It is a shock for us when we hear that one of our friends is getting a divorce after being married for 30 or more years. After all these years of marriage, we wonder, 'Why now?'
Unfortunately, this is more common than we thought. It has been reported that the second largest divorce rate is among those who had recently retired and who have been married for 30 to 35 years. We would think that after being married for so long, surely, they could have done something to save their marriage. What went wrong and why after retirement?
Before we explore the reasons for the high divorce rate, we need to say that some couples find the empty nest and retirement years the best times in their relationship. Some of the reasons: they now have time to renew their friendship and continue to develop their relationship. They can go on dates and do some fun activities such as traveling, recreational activities, and fulfilling some dream that has been on the back burner.
Back to the question, 'Why is the divorce rate so high during the empty nest and retirement years?'
It has been reported that the second
largest divorce rate is among those
who had recently retired and who have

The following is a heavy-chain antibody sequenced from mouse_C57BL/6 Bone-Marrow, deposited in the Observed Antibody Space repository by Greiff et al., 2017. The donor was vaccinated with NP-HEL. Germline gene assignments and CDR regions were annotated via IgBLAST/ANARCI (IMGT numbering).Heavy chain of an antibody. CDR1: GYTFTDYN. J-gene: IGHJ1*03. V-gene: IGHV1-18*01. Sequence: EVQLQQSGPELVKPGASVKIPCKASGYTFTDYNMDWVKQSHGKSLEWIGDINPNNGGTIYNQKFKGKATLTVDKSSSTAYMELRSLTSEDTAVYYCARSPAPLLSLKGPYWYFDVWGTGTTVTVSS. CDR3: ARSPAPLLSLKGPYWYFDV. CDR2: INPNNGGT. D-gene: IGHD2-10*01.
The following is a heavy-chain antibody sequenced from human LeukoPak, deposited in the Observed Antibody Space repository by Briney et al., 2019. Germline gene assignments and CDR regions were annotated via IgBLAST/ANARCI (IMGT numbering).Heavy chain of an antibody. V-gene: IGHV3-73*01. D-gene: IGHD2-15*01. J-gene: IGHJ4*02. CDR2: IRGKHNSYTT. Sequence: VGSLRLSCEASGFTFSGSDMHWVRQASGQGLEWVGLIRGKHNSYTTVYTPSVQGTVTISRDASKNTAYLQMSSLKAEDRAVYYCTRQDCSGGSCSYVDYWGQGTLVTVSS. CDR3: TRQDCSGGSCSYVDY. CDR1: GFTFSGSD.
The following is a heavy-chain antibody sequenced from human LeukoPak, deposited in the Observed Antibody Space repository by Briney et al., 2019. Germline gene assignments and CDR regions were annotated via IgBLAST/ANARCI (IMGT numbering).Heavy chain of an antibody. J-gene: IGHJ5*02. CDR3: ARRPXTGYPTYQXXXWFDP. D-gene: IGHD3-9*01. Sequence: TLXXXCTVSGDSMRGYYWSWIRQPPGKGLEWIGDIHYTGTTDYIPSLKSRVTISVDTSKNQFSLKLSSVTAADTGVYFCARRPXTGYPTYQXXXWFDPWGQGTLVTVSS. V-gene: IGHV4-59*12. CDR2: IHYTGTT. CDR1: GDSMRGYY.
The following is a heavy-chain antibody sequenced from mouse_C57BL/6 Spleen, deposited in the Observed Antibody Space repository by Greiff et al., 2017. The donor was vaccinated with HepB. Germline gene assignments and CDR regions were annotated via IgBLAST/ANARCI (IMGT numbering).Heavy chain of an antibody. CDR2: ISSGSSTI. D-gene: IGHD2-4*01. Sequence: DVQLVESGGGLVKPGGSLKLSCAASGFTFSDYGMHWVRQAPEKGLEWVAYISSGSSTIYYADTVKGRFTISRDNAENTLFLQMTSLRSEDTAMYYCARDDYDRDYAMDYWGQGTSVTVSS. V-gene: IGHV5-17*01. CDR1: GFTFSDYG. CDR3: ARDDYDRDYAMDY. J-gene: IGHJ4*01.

been married for 30 to 35 years.
Lack of investment: Where we invested our time and energy in our relationship before retirement is a contributing factor for the high divorce rate. If we spent our time and energy on our career and children and little on developing our relationship with our partner, we will discover that our partner is like a stranger. Sometimes our career and children were used as 'escapes' from dealing with the difficult problems in our relationship. It is as though we were living as 'married singles,' with parallel lives to avoid facing difficult issues with each other. Unfortunately, when we retire these unresolved issues will be staring us in the face.
Unresolved issues: If we have not spent much time in communication with our partner, we will find communication awkward. What do we talk about? Since we did not deal with 'hot topics,' we have created a huge gap in our relationship. Now we are afraid to talk to each other - afraid that we will touch on one of those 'hot topics.' And since the 'hot topics' weren't confronted, resentments were formed. Some resentments were a result of unfulfilled needs and requests. So in retirement, these resentments will become obvious.
The next series of articles will be very important because we will continue exploring the causes of this high divorce rate and what we can do now in order not to be one of those divorce statistics.
Additionally, for those of us who are already retired and find ourselves in an unsatisfying relationship, we will explore ways to make it better.
Dr. William E. Austin is a licensed psychotherapist and holds a Doctor of Divinity degree. He is a therapist with Tidewater Pastoral Counseling Services . He is well known for his warmth and sense of humor. His book, Creating Our Safe Place - Articles on Healthy Relationships, can be purchased through www.amazon.com.
Tidewater Pastoral Counseling: 623-2700